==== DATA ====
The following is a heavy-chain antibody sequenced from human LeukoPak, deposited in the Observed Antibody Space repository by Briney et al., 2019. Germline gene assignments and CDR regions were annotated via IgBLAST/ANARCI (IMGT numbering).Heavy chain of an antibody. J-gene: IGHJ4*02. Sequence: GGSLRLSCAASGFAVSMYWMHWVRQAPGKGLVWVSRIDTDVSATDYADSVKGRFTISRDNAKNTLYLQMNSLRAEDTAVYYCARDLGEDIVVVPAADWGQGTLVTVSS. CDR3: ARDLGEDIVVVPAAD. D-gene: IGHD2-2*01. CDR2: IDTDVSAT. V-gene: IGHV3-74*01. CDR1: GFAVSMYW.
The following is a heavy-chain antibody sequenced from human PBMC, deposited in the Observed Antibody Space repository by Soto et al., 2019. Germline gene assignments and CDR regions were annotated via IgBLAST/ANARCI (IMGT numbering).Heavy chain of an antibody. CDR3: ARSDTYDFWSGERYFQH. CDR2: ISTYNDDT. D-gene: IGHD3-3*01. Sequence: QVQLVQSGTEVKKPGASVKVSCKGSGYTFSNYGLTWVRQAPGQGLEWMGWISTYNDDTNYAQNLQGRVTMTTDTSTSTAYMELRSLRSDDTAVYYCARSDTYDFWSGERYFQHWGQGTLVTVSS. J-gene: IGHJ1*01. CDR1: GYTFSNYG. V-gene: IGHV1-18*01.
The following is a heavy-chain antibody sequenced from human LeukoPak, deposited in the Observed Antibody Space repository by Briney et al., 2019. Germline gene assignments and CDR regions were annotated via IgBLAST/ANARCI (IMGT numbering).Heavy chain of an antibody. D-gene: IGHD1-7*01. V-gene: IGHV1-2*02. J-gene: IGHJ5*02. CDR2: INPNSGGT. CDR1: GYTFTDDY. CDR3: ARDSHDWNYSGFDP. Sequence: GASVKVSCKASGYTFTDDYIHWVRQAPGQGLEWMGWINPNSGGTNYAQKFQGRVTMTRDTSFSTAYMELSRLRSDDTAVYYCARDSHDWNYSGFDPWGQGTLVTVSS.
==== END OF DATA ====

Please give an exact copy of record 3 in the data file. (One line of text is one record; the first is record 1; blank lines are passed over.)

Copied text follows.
The following is a heavy-chain antibody sequenced from human LeukoPak, deposited in the Observed Antibody Space repository by Briney et al., 2019. Germline gene assignments and CDR regions were annotated via IgBLAST/ANARCI (IMGT numbering).Heavy chain of an antibody. D-gene: IGHD1-7*01. V-gene: IGHV1-2*02. J-gene: IGHJ5*02. CDR2: INPNSGGT. CDR1: GYTFTDDY. CDR3: ARDSHDWNYSGFDP. Sequence: GASVKVSCKASGYTFTDDYIHWVRQAPGQGLEWMGWINPNSGGTNYAQKFQGRVTMTRDTSFSTAYMELSRLRSDDTAVYYCARDSHDWNYSGFDPWGQGTLVTVSS.